PATUXENT RIVER NAVAL AIR STATION, MDFrom listening to the bowings of a stringed bass to inspecting the flutterings of a home-bred butterfly, station volunteers recently judged student projects in the Shoot for the Stars program at Piney Point Elementary School.
Supporting students in their efforts to aim high and shoot for the stars, Pax River Sailors, civil service employees and contractors visited Piney Point Elementary in early May to judge student projects in disciplines ranging from math, science, and history to writing, art and music.
The students put a lot of time and effort into this event, and it shows, said AMC(AW/SW) Chris Carlson of VX-20, one of the station judges.
Piney Point Elementary presents the Shoot for the Stars program each year to showcase the best work of students in grades pre-K through five. Organized by the schools Parent Teacher Association, the program is supported entirely by volunteers. Jenny Sisk, coordinator of the event, explained that students participate on a voluntary basis and can enter more than one project in the multi-disciplinary competition.
This event gives students a chance to show what they can do, to expand their limits and do something not necessarily academic that they enjoy, Sisk said. We dont dictate what the students should do, they choose their project entirely on their own.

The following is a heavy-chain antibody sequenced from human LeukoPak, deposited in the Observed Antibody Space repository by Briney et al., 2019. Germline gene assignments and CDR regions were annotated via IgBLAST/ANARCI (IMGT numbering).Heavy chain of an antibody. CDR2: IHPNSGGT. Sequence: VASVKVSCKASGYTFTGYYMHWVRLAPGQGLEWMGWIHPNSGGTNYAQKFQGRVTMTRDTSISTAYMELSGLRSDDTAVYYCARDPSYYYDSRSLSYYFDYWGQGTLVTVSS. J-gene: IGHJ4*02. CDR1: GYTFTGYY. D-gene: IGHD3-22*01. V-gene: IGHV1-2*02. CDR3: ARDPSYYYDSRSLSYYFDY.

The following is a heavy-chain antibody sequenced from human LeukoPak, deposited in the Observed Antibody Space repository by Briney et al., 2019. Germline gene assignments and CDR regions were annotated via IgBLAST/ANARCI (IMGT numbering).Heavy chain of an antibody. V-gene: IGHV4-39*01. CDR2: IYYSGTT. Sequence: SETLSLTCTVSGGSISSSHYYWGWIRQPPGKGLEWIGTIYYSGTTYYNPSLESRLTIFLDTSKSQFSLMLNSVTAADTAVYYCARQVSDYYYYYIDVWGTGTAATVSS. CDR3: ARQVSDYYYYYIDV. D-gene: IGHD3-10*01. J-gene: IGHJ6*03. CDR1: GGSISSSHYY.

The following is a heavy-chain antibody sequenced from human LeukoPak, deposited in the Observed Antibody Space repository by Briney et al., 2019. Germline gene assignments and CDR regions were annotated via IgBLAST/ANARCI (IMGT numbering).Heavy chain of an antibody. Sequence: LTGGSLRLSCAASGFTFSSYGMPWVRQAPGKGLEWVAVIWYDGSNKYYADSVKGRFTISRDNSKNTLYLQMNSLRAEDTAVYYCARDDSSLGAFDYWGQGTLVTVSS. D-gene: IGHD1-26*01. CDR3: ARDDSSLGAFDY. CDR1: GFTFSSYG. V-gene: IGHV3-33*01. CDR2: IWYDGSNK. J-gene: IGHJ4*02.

In this years event, Sisk said she was amazed at the scope of interest and time invested by the students in their projects. One fifth-grader, Melissa Bennett, spent more than a month tending caterpillars until they turned into butterflies, then transported them to school in a Port-A-Bug tent. She planned to release them in her garden once she returned home.
Another student, fifth-grader McKinsey Chartier, wrote a musical composition for stringed bass that she performed for the judges.
The piece I have composed is all of the creative ideas inside my head put together on a piece of paper, Chartier said in her project description It was very difficult but lots of fun.
Among the student projects was a mold study, a city of robots, biographies of Bill Cosby, Colin Powell and the first woman soldier, and a story with diorama titled, Monster Comes. Not unexpectedly, there was a dinosaur project and the ever-faithful erupting volcano, as well as a surprising number of poetry entries.
Ive never seen so many poetry entries before, said Sisk whose daughter, Catrina, submitted two poems one about cats and the other about courage. Another student submitted a book of poetry and another a poster of poetry. There were also photo projects as well as projects on the Maryland Blue Crab, dogs, the solar system, birds and iguanas.
Its refreshing to see the path that young minds are taking these days, said Carol Lang, one of the station judges. Theres some really imaginative and original ideas here.
Carlson was also impressed with the student exhibits.
The students showed a lot of initiative, Carlson said. They wanted to learn something, and many tried things where they had no idea what they were getting into.
All the volunteer judges came from NAS Patuxent River. In addition to Carlson, judges included AO3 John Gardner of VX-20, Heather Johnson and Tammy Pelletier of Costar III, Carol Lang with the NAS Supply Department and Dan Lothamer with the NAS Public Works Department.
The Pax River volunteers are excellent judges, Sisk said. Theyre very objective, knowledgeable and dependable.